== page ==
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Big changes afoot in the Hamtramck gallery scene — the site formerly known as 2739 Edwin has moved onto the main drag with another address-specific name, 9338 Campau. (The gallery drops the traditional “Jos.” before Campau.)

All in all, it looks to be a good move on the part of gallery director Steve Panton. The new space, just north of Holbrook, has a raw, high-ceilinged airiness that feels a lot like New York’s SoHo circa 1966, before the swells moved in and everything got fancy.

For his debut exhibit in the new location, Panton’s mounted “until something else comes along,” a show of abstracts by Detroit painter Saffell Gardner.

These tend to be highly colorful canvases jammed with movement. In some cases, there might be a little too much going on. But in others, like “Mystical Afronaut,” the hyper-kinetic mix of line and color feels just right, and you find yourself sucked in.

Symbols figure large in Gardner’s work, whether open doorways, pyramids or double-headed axes. The latter, he swears, started popping up in the late 1970s while still a student at Wayne State. The ax is all over his 1978 “Cosmic Xango,” for example, a highly textured exercise that’s more monochromatic than many of his later works.

“The image rose up, but the meaning came later” he says — on a visit to Salvador (Bahia), Brazil, the beautiful old colonial capital where African traditions brought by the slaves put down their deepest roots in the local culture.

There in Bahia, over and over again, Gardner bumped into his mysterious icon — the double ax, which he explains was a symbol of justice in Yoruba society, associated with the deity Xango (pronounced “shango”).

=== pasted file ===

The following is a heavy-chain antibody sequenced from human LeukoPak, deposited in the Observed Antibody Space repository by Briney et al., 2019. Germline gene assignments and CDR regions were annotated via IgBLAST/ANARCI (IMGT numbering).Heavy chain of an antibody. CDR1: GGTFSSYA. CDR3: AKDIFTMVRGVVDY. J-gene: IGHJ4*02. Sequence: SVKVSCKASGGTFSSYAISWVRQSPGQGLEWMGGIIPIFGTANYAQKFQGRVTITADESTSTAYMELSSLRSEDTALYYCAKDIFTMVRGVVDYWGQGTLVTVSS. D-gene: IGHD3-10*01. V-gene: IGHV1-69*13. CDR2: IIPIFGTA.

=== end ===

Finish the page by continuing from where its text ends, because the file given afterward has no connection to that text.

“I’d been using the image 10 years or so,” Gardner says, “before I understood what it was.” He likes the way its emergence in his painting seems to confirm the thesis of art historian Robert Farris Thompson, who argued that far more visual and artistic images crossed the Atlantic and lodged themselves in American art than we generally think.

Another image that started cropping up repeatedly was an open doorway, one you’ll find writ large in Gardner’s 1980 “Starry Door.”

The doorway, of course, can be hitched to all sorts of meanings, signifying possibility on the one hand, or, alternately, passage from one state to another.

When Gardner visited Senegal’s House of Slaves museum in 1985, and its notorious “Door of No Return” — through which the newly enslaved boarded ships for the Middle Passage — the meaning broke over him like an ocean wave.

Interestingly, once he realized what his subconscious had been pointing to all this time, the doors got smaller and smaller, though happily, never entirely disappeared.

MHodges@detroitnews.com

‘until something else comes along’ — Saffell Gardner

Through Sept. 20

9338 Campau gallery

9338 Jos. Campau, Hamtramck

1-5 p.m. Saturdays,

or by appointment

Artist’s talk: 6 p.m. Saturday

9338campau.com

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